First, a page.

During the hearings, Myanmar even said that there may violations of the law of war. They went on to argue that they are willing and able to investigate these cases at the national level and that the international community should not interfere. Myanmar have also argued that these crimes are not covered by the Genocide Convention and therefore the ICJ has no jurisdiction to look into these issues.
These are two very different positions, and it’s quite amazing because there is not much dispute over the facts. Myanmar has acknowledged many of the deaths, and all of the displacement of people. The argument is essentially over the intention of the military. They’re saying we didn’t intend to destroy this group, but we did carry out these clearance operations. Gambia is saying the clearance operations show the intent to destroy the entire group.
Has the ICJ made any ruling on whether a genocide has occurred or not?
In the case itself, the ICJ has not made any ruling on whether a genocide has occurred or not. In fact, they are only at the provisional measures stage. You can compare the provisional measures stage of this case to a family law dispute at a national level, where there is a dispute about domestic violence between a man and a woman and the court says, “Okay, while this case is going on, the man is not allowed within 50 meters of the spouse.”
What the court has done, which is good for the victims and proponents of international justice, is essentially saying, we have not yet decided on whether there is a violation of the Genocide Convention, but we assert jurisdiction over this case, because it involves potential violations. But in the meantime, we will impose provisional measures on Myanmar. These provisional measures include not committing genocide; preventing genocide at the national level; not destroying any evidence of genocide; and to report back in four months (and then every six months after) about how they are fulfilling those three provisional measures.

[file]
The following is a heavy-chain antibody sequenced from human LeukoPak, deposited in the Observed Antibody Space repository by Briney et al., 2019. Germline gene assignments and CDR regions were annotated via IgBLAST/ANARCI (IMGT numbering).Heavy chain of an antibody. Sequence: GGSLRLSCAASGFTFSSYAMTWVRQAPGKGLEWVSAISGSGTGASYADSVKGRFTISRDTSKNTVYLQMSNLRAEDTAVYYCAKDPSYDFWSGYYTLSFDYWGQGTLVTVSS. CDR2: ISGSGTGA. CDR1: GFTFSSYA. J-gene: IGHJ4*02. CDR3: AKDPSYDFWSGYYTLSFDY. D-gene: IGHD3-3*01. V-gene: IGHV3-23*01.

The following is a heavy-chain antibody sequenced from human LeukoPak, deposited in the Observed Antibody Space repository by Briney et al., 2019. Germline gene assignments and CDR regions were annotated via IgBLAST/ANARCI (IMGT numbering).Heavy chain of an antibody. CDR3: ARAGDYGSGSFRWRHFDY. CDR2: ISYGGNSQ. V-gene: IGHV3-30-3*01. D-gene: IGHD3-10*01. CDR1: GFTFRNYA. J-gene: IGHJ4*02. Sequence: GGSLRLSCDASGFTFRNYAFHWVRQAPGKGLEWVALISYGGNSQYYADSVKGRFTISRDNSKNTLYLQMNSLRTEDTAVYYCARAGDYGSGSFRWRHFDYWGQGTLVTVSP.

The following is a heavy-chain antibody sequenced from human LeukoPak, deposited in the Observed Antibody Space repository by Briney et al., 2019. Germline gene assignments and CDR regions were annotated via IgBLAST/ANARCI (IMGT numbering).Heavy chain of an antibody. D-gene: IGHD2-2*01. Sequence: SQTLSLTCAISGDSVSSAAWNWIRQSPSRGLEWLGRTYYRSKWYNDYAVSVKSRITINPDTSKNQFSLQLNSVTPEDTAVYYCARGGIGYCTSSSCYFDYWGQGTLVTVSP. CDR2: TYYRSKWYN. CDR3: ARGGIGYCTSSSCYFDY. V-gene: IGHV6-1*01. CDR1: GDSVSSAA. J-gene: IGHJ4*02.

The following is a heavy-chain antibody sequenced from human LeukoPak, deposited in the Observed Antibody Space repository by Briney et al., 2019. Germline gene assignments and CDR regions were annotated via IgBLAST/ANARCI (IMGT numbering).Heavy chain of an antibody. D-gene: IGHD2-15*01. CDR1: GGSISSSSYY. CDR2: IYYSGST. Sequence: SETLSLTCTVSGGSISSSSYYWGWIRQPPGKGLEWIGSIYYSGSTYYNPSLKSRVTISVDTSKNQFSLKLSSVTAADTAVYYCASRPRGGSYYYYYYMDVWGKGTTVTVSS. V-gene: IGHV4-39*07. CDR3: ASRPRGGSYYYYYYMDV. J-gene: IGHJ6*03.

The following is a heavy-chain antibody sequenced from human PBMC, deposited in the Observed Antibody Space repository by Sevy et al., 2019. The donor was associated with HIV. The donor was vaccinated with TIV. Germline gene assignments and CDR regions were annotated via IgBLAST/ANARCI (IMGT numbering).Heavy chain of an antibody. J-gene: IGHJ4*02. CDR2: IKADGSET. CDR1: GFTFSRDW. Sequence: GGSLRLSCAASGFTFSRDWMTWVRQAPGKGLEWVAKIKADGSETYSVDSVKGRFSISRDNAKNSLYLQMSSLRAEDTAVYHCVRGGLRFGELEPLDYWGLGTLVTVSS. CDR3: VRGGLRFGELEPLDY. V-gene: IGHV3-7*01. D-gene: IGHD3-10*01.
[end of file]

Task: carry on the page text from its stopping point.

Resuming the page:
While there has been no decision on whether Myanmar violated the Genocide Convention, there is good news for the Rohingya people. The Court has essentially said in its provisional measures that the Rohingya count as a protected group, that the court is going to look into this matter, and that Myanmar now has to demonstrate that it is not committing genocide, preventing it from happening, and not destroying the evidence.
Myanmar has been unrepentant and recalcitrant since it committed these crimes. It has a long history of dragging its feet, acquiescing, and doing the bare minimum. Will it just blame the Arakan Army as a serious security concern and whitewash these provisional measures?
Yes. I think that Myanmar’s position in relation to the provisional measures is, first: of course we are not committing genocide and will not do so in the meantime; and second: we will of course prevent violations of the convention. The military never had the required intent to commit genocide. Third: we will not destroy evidence – in fact we are conducting investigations into the killings and allegations of human rights abuses against civilians. They will report all this back, plus probably some other attempts at reform in their report to the ICJ.
This becomes crucial when we talk about your other question on other forms of accountability, because Myanmar is now attempting to demonstrate that it is willing and able to investigate these alleged crimes. From the beginning, Myanmar’s argument was that it has always been its intention to follow the Genocide Convention, and that they’ve never violated it. In this case, Myanmar is going to try and show that they didn’t carry out a genocide.